Can you say that you, as a church, really value the bible if you don't provide one, ensuring that it's available to all?

    Sunday, September 11, 2016

    Tilting the odds

    This morning I, once again, lead the service and preached at a local church.

    This was different from last week.

    Not only were I not up the front of a church service, but I skipped church altogether in the morning.

    Because it was Father's Day... And I wasn't given a solid enough reason to go to church over having breakfast with my family.

    I know... Stone me. Drag me out into the street and have me flogged because I chose to have a big breakfast over attending a church service.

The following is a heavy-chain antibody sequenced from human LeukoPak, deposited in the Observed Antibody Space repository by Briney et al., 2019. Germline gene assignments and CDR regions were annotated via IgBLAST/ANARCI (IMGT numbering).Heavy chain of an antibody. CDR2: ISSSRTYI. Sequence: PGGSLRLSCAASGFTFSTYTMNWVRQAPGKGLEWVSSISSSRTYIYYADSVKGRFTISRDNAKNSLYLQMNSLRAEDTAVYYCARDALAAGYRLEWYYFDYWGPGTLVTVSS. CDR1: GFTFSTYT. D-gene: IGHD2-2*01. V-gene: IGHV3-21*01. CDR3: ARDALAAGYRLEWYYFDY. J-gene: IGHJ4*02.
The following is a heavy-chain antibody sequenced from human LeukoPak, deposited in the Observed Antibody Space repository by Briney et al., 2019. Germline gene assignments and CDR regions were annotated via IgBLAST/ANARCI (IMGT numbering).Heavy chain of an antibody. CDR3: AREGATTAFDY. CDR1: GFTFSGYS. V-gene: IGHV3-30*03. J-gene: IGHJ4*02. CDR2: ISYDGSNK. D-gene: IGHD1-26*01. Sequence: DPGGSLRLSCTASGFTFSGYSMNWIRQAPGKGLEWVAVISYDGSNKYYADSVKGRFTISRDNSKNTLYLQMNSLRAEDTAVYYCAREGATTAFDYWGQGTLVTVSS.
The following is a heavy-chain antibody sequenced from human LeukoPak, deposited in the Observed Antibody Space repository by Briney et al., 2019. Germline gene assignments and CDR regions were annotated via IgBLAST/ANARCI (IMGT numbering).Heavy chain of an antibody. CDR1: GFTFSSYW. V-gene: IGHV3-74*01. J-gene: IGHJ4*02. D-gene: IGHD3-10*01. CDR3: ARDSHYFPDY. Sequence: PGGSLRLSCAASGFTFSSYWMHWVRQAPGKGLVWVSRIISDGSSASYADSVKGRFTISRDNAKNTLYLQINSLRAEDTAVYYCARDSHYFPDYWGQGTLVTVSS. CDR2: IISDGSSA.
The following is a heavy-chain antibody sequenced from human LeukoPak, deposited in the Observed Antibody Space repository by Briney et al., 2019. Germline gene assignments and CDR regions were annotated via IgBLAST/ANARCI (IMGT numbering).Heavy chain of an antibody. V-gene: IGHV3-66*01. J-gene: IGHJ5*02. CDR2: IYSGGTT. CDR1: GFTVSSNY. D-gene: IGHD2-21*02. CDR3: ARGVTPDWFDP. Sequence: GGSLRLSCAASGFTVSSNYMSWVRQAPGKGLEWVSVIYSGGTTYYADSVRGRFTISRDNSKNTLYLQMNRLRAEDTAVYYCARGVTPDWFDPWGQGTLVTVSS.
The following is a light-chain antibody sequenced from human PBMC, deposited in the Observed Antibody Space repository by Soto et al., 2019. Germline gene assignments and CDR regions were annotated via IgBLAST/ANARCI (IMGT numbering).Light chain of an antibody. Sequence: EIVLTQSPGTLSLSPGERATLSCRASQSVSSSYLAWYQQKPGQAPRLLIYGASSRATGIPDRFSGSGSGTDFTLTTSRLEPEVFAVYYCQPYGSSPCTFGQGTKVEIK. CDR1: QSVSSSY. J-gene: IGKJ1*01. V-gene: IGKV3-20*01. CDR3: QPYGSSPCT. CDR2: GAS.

But, I wasn't given a special incentive to select church over bacon.

    And, somewhat shamefully, bacon triumphed.

    On special, family-based occasions, I think that the church service needs an extra hook.

    Now, I know, attending church - meeting with both God and His people - should be enough... But the draw of family breakfast can be awfully alluring.

    So, I would put on breakfast for the parents on mother's or Father's Day. Parents knew that French toast or bacon would await them.

    In the end, a simple idea like this gives church an extra lift when people are deciding what to do before they open their flowers & chocolates or socks & undies.

    Wednesday, September 7, 2016

    The best evangelistic steps: Appeal. Think. Chat.

    I wrote that my go-to gospel presentation could be summed up by three letters... FTH.

    But, when it comes to delivering an evangelistic appeal, it can me summed up by three words... Appeal. Think. Chat.

    Make the Appeal - Present the gospel message.

    Give an opportunity to Think - Provide space, be it a few moments, overnight or longer to reflect on the gospel message.